|Newsletter - 2014 Archive|
Country Roads, Take Me Home
“I’m only happy when it rains....I’m only happy when it’s complicated....” so sings the rock band “Garbage”. This became an earworm in my head that would haunt me all morning, afternoon, and evening for my 200km “Tour of Greater Victoria” Randonneur brevet on April 5, 2014.
The route sheet is the most complicated, turn-intensive one yet. A bit daunting, since I like to just “go”, not have my nose glued to the instructions. Notwithstanding, as it turned out, there was no way you could get lost, the instructions were that meticulous!
We started out and the weather Gods were not yet angry – it was dry and quite mild. Quickly the inimitable Ken Bonner faded into the distance with his speedy posse. We were left as a group of 4, more or less riding the same speed, although Melissa, Steve, and Rob were faster on hills, even at the start.
It was an interesting route that included steep climbs up North Road in the first 14 km. Things, and the hills, got “rolling” when we rode up Atkins and finally crossed Sooke Road. Then the much anticipated climb up Triangle Mountain. The others sped by me, and then waited for me, as I ground up the steep inclines. Part way up, we rode by a group of outdoor exercise enthusiasts doing a morning boot camp. Steve quipped “I’d rather be doing this.” hmmmm..would I? Too late, I paid my money. The sun made a guest appearance as we overlooked a great view of the ocean. Down we went – brakes full-on and grinding road dirt most of the way. On we rode past the Metchosin Golf Club and up Rocky Point Road to Liberty. The secret control was pleasant, chatting with the always-upbeat Mike and Brynne. The familiar hills of Linholm and the rollers on Happy Valley brought me to the first control at Metchosin. The others were behind me, since I left the control first, not wanting to be their anchor.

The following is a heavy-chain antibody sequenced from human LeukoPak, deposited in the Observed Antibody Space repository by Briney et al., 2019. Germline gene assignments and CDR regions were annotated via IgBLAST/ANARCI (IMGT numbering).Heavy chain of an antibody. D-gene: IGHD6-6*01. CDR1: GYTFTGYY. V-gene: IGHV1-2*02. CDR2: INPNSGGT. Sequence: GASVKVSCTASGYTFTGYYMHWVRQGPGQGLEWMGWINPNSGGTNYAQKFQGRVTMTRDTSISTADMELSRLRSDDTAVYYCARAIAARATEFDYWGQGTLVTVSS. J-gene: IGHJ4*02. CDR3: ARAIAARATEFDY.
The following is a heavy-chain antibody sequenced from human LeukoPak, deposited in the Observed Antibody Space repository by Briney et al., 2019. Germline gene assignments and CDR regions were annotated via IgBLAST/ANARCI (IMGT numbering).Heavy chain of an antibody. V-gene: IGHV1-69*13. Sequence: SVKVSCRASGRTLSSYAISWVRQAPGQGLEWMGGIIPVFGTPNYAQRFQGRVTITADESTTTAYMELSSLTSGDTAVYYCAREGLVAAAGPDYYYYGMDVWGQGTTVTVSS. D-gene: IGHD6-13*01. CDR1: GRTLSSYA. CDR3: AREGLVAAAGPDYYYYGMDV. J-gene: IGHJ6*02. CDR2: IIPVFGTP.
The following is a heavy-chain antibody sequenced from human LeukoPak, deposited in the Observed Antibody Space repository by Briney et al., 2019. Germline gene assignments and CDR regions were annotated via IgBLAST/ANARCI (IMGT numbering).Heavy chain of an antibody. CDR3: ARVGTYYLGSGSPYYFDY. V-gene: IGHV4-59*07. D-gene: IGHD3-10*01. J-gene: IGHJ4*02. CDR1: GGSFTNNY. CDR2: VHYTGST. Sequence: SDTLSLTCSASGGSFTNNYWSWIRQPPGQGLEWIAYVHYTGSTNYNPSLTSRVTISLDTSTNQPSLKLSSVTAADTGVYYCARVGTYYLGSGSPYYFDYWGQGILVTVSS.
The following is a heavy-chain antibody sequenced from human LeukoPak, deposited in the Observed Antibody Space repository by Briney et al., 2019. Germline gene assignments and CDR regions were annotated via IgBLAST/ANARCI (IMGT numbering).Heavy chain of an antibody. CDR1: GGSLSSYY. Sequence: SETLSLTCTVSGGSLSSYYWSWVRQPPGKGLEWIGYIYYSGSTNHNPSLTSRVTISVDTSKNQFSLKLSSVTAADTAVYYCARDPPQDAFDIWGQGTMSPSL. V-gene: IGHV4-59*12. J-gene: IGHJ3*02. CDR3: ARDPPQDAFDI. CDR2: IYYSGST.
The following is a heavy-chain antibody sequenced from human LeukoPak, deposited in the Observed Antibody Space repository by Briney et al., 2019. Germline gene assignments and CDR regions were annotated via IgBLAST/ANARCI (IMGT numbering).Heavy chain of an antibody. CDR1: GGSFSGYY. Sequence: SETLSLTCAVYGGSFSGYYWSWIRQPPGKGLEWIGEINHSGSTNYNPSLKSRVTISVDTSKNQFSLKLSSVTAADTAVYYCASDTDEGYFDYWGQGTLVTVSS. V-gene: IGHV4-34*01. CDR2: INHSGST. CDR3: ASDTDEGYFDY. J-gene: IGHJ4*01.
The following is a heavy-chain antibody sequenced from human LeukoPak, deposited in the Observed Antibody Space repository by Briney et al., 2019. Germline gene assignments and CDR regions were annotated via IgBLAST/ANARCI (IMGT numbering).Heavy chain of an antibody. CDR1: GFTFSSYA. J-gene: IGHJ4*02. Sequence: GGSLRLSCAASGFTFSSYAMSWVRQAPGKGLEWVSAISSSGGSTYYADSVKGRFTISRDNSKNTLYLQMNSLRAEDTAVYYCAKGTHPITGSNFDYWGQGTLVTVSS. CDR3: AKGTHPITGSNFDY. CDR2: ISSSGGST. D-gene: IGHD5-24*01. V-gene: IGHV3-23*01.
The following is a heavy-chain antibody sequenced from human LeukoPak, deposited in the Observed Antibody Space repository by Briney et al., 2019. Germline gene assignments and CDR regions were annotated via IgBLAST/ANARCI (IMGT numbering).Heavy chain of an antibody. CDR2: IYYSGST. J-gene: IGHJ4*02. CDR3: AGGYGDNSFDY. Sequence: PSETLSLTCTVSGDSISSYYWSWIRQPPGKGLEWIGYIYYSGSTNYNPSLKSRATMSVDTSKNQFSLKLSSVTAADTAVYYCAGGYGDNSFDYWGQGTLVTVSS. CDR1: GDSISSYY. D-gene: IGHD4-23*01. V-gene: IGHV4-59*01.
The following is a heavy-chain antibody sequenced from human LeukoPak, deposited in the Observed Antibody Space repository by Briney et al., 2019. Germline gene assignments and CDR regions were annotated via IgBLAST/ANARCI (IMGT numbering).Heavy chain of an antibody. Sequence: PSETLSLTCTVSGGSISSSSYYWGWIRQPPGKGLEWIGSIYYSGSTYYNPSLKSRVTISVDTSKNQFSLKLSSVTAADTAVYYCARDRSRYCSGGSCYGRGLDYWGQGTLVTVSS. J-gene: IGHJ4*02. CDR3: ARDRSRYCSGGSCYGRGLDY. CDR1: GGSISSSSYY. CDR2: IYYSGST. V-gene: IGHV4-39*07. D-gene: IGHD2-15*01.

The descent down Lagoon promised a corresponding “up”. In the ocean I spied a duo performing Eskimo (or is it now “Inuit”) roll repeats in their kayaks....another activity I was glad I was not doing that day, brrrr. So now the rain decided we had done the hard stuff, and it could let loose. Light to start, it was a constant reminder that we would only dry out much later at home.
Through Esquimalt and Dallas road I went, including a scenic loop through Cattle Point, where the expected secret control did not materialize. In one of the quiet ocean bays I spotted a lone figure, silhouetted through the drizzle paddling peacefully on a SUP board. Now THAT I would like to do right about then! The control at Cadboro Bay had gathered more riders tired of the rain and weary from 100 km of riding. They greeted me warmly and enticed me to join them for lunch....”beware the chair....” warns the old ultrarunning saying. Also, I have learned “The longer you’re out there, the longer you’re out there”. So, on I continued alone. Up Telegraph Bay, where a foursome of does stood nose-to-tail in a straight line. They were the only audience to take an interest in my ride. On to Queenswood, and the usual route (thankfully) down Ash. On WSR the route made a right up Old West Saanich in steady rain. Surprisingly busy traffic on a Saturday, on an otherwise quiet and beautiful rural road. Finally a long (9.4) stretch on WSR until the loop around the Golf Course at Ardmore. It was worth it because under some low branches was a stunning display of fawn lilies, bravely blooming in the drizzle. Back on WSR to the turn at Downey and Madrona. A hilly surprise at the overpass for the ferry entrance. The route continued straight and this led to more beautiful (but hilly) country roads at Dunne, Kedge Anchor, Inwood and Tryon (maybe we were “try-ing on” our hill climbing legs). Finally back on McDonald Park and Resthaven.